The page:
Capital Audio Fest: Day Two Continued

Walking from room to room at CAF, it occurred to me, that these shows are the best place—probably better than any audio dealer's showroom—for audiophiles to observe how the science and art of audio design infect each other. Every manufacturer creates his own art & engineering admixture—one that reflects his values and worldview. Moving directly from the really big VPI traveling show to the significantly more modest, artful, architectural feeling "fern & roby hard wares" emporium was a stirring example.

Fern & Roby make artful-looking, and (to me) an impressive sounding turntable with a 70 lb cast-iron plinth and 35lb bronze platter. I have always believed that most audio gear sounds like what it is made of, how it is made, and what it looks like. I saw their beautiful plinth and I saw their elegant thick paper literature, and I thought, maybe this will be all show and no go. I thought this might be a lifestyle product. Then I saw the Syrinx PU-3 tonearm and remembered how all my Japanese friends admired the PU-3's lively, natural sound.

And then I sat and listened. F&R's "The Turntable" ($4500) combined smooth and lively and rock steady to perfection. It demonstrated some of the best forward momentum in my memory. Maybe I am just silly and susceptible but I thought it played music—just like it looked. Their "The Beam" reclaimed-pine tower loudspeakers ($4500/pair) seemed a little less refined and controlled as their 8" woofers strained and struggled to fill the large room. The F&R system was anchored by their cast-iron and bronze (and plexiglass) chassis "The Integrated Amplifier," which is line-level only at $2850 and with phono at $2350. (The line-only version has a bigger power supply, hence the higher price.)

And me being "me," I swear I could listen through the system to study and admire the contribution of the excellent Arion phono preamplifier by Luminous Audio ($6395). It seemed like such a spot-on trusty servant that delivered up healthy scoops of musical art, texture and audio science. (There is a reason Harry Weisfeld was using an Arion to show off his and Mat's new creations for VPI.)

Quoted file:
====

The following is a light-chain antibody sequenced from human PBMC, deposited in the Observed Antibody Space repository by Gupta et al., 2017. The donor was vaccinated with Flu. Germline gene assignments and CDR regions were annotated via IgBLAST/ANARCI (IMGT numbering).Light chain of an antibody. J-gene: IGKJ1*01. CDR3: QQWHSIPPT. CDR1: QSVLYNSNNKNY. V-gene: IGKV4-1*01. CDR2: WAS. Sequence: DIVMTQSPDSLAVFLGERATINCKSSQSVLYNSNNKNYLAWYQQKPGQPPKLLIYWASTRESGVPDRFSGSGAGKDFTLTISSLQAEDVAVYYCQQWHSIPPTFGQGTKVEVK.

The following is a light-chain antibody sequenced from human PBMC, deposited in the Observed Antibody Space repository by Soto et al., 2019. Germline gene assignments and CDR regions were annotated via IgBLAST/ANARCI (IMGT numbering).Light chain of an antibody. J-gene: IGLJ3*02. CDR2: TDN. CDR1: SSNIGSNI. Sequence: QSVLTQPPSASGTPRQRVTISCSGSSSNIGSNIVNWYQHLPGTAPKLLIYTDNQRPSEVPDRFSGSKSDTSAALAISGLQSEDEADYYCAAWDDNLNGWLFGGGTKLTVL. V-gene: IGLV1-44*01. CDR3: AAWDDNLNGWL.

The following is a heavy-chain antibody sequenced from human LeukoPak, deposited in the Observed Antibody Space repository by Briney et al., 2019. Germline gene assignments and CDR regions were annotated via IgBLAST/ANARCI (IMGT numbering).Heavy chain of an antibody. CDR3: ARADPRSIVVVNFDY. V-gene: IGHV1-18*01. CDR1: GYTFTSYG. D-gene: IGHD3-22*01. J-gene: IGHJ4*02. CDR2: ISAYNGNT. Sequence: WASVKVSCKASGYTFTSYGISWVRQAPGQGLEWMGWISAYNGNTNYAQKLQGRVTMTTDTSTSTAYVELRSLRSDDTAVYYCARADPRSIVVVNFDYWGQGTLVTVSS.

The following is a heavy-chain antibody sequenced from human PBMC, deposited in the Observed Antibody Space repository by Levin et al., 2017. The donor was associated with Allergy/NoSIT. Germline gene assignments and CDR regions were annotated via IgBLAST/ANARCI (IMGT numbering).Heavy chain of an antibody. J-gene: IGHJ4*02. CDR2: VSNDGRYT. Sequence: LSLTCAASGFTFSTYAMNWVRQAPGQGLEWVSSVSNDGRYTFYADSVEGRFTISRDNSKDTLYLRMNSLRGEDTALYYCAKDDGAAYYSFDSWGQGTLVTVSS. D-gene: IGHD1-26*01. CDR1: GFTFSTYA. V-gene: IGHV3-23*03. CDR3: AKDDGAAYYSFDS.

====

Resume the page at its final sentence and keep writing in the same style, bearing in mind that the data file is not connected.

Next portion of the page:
The room featuring Vinni Rossi and Harbeth was packed. I had to push and shove my way to the front—no way was I leaving without another chance to experience the magic of the Harbeth HL5s ($6695) driven by the Vinnie Rossi LIO modular integrated amplifier that I review in the September issue ($2495 and up, depending on modules chosen; base price as a remote-control line preamplifier, fitted with Input Select, Resistor Volume Control (RVC), Line output module and Tubestage is $3980). Vinnie was playing a Fleet Foxes LP and I almost fell into a dream.

This combo makes me relax, forget about hifi and slip into whatever music is playing. Rossi and Harbeth are perennial contenders for best sound at every audio show.

Robin Wyatt is a culture maven and an importer of some of the finest audio exotica from Europe and Asia. He is a student of what constitutes the best in both ancient and modern audio gear. He is tall. He has a big beaming smile, and killer shirts! Today he was wearing a stunning and eccentric pattern by Robert Graham ($275). Besides his powerful charm and old world manners, the most important thing you need to recognize about Robin is: he is a man of taste and he imports the amazing and venerable Miyajima cartridges and amplifiers. He also showcases the new state of the state of the electrostatic art: Quad Electrostatic speaker upgrades (for the ESL-57, ESL-63, ESL-988/9 and ESL-2805) by Kent McCollum of Electrostatic Solutions.

As usual, Kent's Quads were playing with vivid weighty authority. The Miyajima Madake and Mono Zero were doing their, 'Aren't you glad it's the 21st Century?" thing. But there was one problem. A dead quiet, conspicuously chunky-sounding, Made in Russia, cartridge called the "Tzar DST" ($10,000) was stealing some of the Miyajima Madake's $5895 thunder. I only heard the Tzar DST, mounted on a VPI Classic 4, play a few songs, but this tired easily impressionable cub reporter thought, could this be the best cartridge ever? I inquired about the cartridge step-up transformer and Robin said, "Bob's Devices" (which cost only $1200 and based on what I experienced—must be quite excellent.) The Electrostatic Solutions Quads ($5995/pair) were driven by the Miyajima 2010 OTL Mono ($18,500) amplifiers and Miyajima Wo-1 full-function preamp ($18,500). Signal flowed through Tel Wire wires. And by the way; Kent McCollum drives a Yugo!

Aldo lives! I never quite believed there really was an "Aldo" but today I shook his hand and experienced his wild possessed-by-electricity gaze. Aldo D'Urso is the mysterious Italian polymath behind Vu Hong's modern sounding (and high vintage beautiful) Western Electric and Altec restorations. Just seeing this gear is like spying forbidden flesh. Listening to music via quality Western Electric hardware is like smashing through several time-space continuums at once. It is fantastic and often completely disorienting. This WE/Aldo stuff sounds smooth and vital and completely alive. Voices are tangible and uniquely distinct. Vintage audio does not get more exotic than it does in Vu Hoang's Déjà Vu rooms.